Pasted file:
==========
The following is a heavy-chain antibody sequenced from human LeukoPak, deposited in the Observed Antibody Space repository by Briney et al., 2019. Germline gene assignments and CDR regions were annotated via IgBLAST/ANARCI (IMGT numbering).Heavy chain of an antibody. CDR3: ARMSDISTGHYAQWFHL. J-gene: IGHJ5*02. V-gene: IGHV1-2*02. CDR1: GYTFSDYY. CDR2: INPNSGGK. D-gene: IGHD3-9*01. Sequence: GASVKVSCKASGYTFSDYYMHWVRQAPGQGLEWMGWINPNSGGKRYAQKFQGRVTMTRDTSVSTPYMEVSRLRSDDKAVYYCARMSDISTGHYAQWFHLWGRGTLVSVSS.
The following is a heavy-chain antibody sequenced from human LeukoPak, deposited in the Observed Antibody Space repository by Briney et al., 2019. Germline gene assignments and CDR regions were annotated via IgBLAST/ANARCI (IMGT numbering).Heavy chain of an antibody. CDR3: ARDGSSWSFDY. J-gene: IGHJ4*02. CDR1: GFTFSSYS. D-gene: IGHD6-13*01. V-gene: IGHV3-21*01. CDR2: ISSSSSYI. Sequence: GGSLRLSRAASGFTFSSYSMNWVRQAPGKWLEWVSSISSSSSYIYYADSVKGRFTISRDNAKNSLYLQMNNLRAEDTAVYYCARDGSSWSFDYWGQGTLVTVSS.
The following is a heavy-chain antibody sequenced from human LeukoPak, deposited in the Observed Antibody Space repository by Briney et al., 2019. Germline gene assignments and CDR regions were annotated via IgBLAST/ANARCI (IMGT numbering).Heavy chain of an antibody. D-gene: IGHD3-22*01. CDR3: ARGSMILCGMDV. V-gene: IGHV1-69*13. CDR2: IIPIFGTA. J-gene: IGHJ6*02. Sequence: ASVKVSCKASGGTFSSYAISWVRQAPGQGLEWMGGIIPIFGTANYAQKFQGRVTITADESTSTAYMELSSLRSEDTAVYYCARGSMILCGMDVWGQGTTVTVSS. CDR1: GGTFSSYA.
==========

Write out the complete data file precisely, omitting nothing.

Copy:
The following is a heavy-chain antibody sequenced from human LeukoPak, deposited in the Observed Antibody Space repository by Briney et al., 2019. Germline gene assignments and CDR regions were annotated via IgBLAST/ANARCI (IMGT numbering).Heavy chain of an antibody. CDR3: ARMSDISTGHYAQWFHL. J-gene: IGHJ5*02. V-gene: IGHV1-2*02. CDR1: GYTFSDYY. CDR2: INPNSGGK. D-gene: IGHD3-9*01. Sequence: GASVKVSCKASGYTFSDYYMHWVRQAPGQGLEWMGWINPNSGGKRYAQKFQGRVTMTRDTSVSTPYMEVSRLRSDDKAVYYCARMSDISTGHYAQWFHLWGRGTLVSVSS.
The following is a heavy-chain antibody sequenced from human LeukoPak, deposited in the Observed Antibody Space repository by Briney et al., 2019. Germline gene assignments and CDR regions were annotated via IgBLAST/ANARCI (IMGT numbering).Heavy chain of an antibody. CDR3: ARDGSSWSFDY. J-gene: IGHJ4*02. CDR1: GFTFSSYS. D-gene: IGHD6-13*01. V-gene: IGHV3-21*01. CDR2: ISSSSSYI. Sequence: GGSLRLSRAASGFTFSSYSMNWVRQAPGKWLEWVSSISSSSSYIYYADSVKGRFTISRDNAKNSLYLQMNNLRAEDTAVYYCARDGSSWSFDYWGQGTLVTVSS.
The following is a heavy-chain antibody sequenced from human LeukoPak, deposited in the Observed Antibody Space repository by Briney et al., 2019. Germline gene assignments and CDR regions were annotated via IgBLAST/ANARCI (IMGT numbering).Heavy chain of an antibody. D-gene: IGHD3-22*01. CDR3: ARGSMILCGMDV. V-gene: IGHV1-69*13. CDR2: IIPIFGTA. J-gene: IGHJ6*02. Sequence: ASVKVSCKASGGTFSSYAISWVRQAPGQGLEWMGGIIPIFGTANYAQKFQGRVTITADESTSTAYMELSSLRSEDTAVYYCARGSMILCGMDVWGQGTTVTVSS. CDR1: GGTFSSYA.